The Toronto Blue Jays

I’m writing about the Jays in a comedy blog because last night’s performance was clearly a joke.

And it started off that way too. Established veteran Curtis Granderson dropped a line drive off of Brett Gardner and two batters later, Giancarlo “Aaron Judge is not enough for the Yankees” Stanton hit a two run Jack to give the Yankees the lead.

It just got worse from there.

While JA Happ was providing the Jays with a respectable pitching performance, the Jays’ bats were as silent as a North Korean classroom taught by Kim Jong-un. The Jays had two hits for the game. And as good as New York pitcher Luis Severino was, the Jays missed every hanging slider possible. They could have gotten more hits. But they didn’t. They were pathetic.

Last year the Jays got off to such a bad start that they never recovered.

Please don’t do this again, Blue Jays. Last year was pitiful. This year will be the same if you don’t remove your heads out of your asses.

Anyways, the Jays have an opportunity to redeem themselves today.

But they need to act quickly. There are only 161 games left in the 2018 season.

Start worrying, boys!

 

 

 

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Terrorism and Mass Shootings: The Problem with Partisanship

Now, I usually write about comedy but I have nothing funny to write about right now. This doesn’t matter. Once upon a time, I wrote about political correctness and my utter disdain for it. This is somewhat relevant to that topic, but very relevant today.

America has a gun problem.

This might seem obvious to us Canadians, but I say this as one of the most right-wing people you could possibly know. I despise notions of equality (unless it’s equal rights under the law), multiculturalism, welfare, and mass immigration. And, I support Canadian values tests for new immigrants, most tax cuts, and school choice.

I also support freedom of speech, but I won’t be that pompous in this post. I know that lefties and righties generally support free speech. Unless it’s hate speech (but this is a different matter, FYI, hate speech is free speech!).

Oh, and I think most people should be able to own guns.

But it’s impossible for me to read into the current situation in the US and say, “Ya know what? Americans should just keep doing what they’re doing. Eventually, this will all die down.”

It never does.

With the recent shootings in Maryland, Florida, last year’s Las Vegas shooting, going all the way back to Columbine and even further, it’s clear that America has a problem.

Conservative commentators and outlets often point to a gradual reduction in homicides and gun crime (although there has been a spike recently, especially in large cities, like Chicago). Broken homes are another target of many of these people. Mental health is also pointed to as a reason for many shootings.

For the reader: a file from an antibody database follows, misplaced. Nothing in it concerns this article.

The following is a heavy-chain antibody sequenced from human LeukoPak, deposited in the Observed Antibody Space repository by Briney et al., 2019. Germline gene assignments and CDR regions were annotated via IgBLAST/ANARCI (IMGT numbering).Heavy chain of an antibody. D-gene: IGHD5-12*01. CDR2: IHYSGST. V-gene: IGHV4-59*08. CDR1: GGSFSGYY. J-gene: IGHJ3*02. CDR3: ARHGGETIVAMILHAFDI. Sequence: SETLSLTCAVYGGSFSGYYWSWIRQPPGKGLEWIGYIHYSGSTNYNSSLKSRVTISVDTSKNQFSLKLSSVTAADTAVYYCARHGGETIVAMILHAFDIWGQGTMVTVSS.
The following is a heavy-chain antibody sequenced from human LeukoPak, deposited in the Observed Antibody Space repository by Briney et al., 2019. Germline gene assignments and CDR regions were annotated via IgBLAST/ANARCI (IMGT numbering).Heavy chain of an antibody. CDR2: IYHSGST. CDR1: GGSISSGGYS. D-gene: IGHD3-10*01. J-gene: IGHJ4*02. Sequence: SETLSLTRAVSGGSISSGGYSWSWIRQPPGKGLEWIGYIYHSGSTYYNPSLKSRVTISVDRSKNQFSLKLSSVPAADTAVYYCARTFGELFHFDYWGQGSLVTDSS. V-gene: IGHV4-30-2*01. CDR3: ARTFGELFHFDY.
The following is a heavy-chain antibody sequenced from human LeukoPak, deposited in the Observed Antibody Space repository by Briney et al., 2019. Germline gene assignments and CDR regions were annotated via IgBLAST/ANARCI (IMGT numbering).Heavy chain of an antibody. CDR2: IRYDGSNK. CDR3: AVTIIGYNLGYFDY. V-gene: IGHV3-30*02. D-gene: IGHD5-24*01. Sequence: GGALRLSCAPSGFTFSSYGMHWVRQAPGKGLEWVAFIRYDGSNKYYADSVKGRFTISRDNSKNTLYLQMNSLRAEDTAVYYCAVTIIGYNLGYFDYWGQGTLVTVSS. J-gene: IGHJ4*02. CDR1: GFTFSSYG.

Sorry if you’re getting all linked out, I just want to show you that I’m not pulling everything out of my ass.

Anyways, I think these are all valid subjects to look into but I have a couple of problems with them.

  1. If you’re going to blame mental health for gun crime, then you’d probably have to support increased spending for mental health, which either means increasing taxes, turning America’s healthcare system into a single-payer format, or both. Few American conservatives support these initiatives.
  2. It’s a way of avoiding the real issue, which is people using guns to kill others.

Now, I will say that despite my current argument, there are some mistakes those on the gun control side make when arguing for it, simply because they are less likely to own guns or know as much about them as people who do own them.

  1. Gun-control supporters advocate for banning automatic weapons, and often point to the AR-15, which was used by both the Parkland and Vegas shooters. This gun is semi-automatic, just like a handgun.
  2. Handguns are used far more often as a murder weapon. Perhaps makes some arguments about controlling these guns instead.

This being said, I don’t want to diminish the argument of those who are sick of the gun violence who point to certain rifles as the problem. Besides, they have been used in mass shootings, which is what people have been up in arms (no pun intended) about.

Perhaps the most striking thing about the gun control debate is how much we think about the small scale of these crimes and not their nature.

I’ve seen people write and speak about how you’re more likely to die in a car accident than from a mass shooting.

This is true. You’re also more likely to die of a heart attack or be killed by someone you know.

But these kinds of arguments ignore how people are targeted in mass shootings — randomly.

While there is sometimes some reason for it, the people who are shot are rarely killed for anything other than being an easy target. Unlike say, drug dealers who are killed by other drug dealers, victims of mass shootings cannot avoid being shot. These people, rarely live in crime ridden areas (so they have no way of knowing that they are in a dangerous area), and they are not involved in criminal activity, or at least not in a sense that determines the reason they are shot.

No. These are people shot by psychopathic thugs and could not do anything to prevent themselves from being targets.

Whether they are targeted for being black or being white, or any other arbitrary designation, people who are victimized by mass shooters do not become victims for engaging in any risky or unlawful behaviours.

And it’s this extreme level of undeserved, random, and intentional punishment that rightfully makes people fear mass shootings more than gang violence or car accidents, despite the higher likelihood of being killed in these fashions than from a mass shooting.

People have zero control of their own destiny when it comes to mass shootings.